It may even be possible, according to pollster David Coletto of Abacus Data, that Conservatives could benefit from just enough, but not too much, economic anxiety. “If people think the economy is really poor, that’s going to hurt an incumbent government,” Coletto says. “If the economy is only kind of shaky, that can help an incumbent government, which can argue it’s not time to change things.” If he’s right, and Harper manages to exploit oil-induced jitters, the coming campaign could be as soaked in irony as the oil sands are in bitumen. John Geddes


    What it is: A cross-Canada route that would run from Hardisty, Alta., to a prospective shipping terminal in Cacouna, Que., and another terminal in Saint John, N.B.

    Why it’s needed: Proponents claim the pipeline would transport bitumen more safely than railways that currently move substantial amounts of petroleum.

    Why it might not get built: The plans call for the conversion of an existing natural gas pipeline and increased tanker traffic in the Gulf of St. Lawrence. Opponents say the proposal poses huge environmental risks. Nick Taylor-Vaisey



    David Suzuki, Canada’s leading environmental activist, on what falling oil prices mean for the Earth:

    Trevor Hagan/Reuters

    Plummeting oil prices come with good news and bad, depending on your perspective. As driving becomes more affordable, the number of cars and trucks on the road could increase—good for the auto industry, but bad in terms of pollution, climate change, congestion and traffic accidents. Low oil prices can also boost manufacturing—which could benefit Canada’s fastest-growing sector, clean technology. And because the price of oil is dropping below the cost to extract oil sands bitumen, industry is putting the brakes on rapid expansion plans—bad news for workers, businesses and those heavily invested in the industry, but good news for our planet.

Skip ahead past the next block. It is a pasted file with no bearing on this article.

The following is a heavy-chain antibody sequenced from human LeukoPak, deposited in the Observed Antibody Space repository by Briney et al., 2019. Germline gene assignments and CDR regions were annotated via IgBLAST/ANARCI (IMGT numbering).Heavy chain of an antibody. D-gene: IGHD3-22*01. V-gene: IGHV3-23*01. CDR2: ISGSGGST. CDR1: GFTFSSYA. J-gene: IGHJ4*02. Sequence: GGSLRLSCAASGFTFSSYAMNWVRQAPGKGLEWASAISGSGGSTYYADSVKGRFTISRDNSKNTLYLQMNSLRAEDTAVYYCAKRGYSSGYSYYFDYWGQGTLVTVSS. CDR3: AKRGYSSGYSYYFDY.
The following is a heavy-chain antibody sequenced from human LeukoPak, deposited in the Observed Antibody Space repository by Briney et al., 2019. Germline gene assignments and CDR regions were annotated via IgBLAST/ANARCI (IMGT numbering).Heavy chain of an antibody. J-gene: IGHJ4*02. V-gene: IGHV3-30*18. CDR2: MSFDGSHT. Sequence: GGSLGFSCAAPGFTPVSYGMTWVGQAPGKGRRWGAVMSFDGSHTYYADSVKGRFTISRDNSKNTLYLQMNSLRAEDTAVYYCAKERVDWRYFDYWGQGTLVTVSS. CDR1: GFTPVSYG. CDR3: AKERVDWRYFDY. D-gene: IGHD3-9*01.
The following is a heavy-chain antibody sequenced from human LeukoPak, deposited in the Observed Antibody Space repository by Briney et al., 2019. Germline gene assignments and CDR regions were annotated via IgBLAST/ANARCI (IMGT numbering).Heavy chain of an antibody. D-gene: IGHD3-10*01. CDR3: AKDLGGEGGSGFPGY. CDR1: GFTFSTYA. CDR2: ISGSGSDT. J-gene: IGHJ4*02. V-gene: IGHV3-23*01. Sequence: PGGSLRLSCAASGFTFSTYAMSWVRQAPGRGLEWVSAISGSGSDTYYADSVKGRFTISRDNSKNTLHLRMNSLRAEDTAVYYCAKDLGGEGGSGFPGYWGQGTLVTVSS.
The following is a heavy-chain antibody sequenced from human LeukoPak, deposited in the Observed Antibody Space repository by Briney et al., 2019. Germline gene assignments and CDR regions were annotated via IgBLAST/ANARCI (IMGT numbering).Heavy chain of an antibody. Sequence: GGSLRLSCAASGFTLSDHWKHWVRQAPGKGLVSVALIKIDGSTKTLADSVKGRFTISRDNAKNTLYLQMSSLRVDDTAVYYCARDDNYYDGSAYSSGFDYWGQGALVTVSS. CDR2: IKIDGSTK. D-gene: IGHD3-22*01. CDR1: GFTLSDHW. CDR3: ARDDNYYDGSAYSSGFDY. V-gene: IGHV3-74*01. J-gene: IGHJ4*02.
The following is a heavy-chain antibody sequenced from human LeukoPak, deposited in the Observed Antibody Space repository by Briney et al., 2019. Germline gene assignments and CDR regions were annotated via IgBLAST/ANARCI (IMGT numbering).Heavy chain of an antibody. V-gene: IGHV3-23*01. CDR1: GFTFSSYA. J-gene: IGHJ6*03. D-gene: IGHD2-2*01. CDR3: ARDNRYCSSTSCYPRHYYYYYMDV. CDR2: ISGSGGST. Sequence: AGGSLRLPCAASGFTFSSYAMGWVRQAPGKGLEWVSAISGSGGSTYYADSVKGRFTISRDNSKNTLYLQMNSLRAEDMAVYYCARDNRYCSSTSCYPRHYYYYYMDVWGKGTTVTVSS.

A study by researchers at University College London’s Institute for Sustainable Resources shows that most of Canada’s oil sands bitumen—as well as all Arctic oil and gas, most of Canada’s coal and some conventional oil and gas—must be left in the ground with many other reserves worldwide to avoid a global temperature increase of more than 2° C above pre-industrial levels, the internationally agreed-upon threshold for limiting catastrophic impacts of global warming.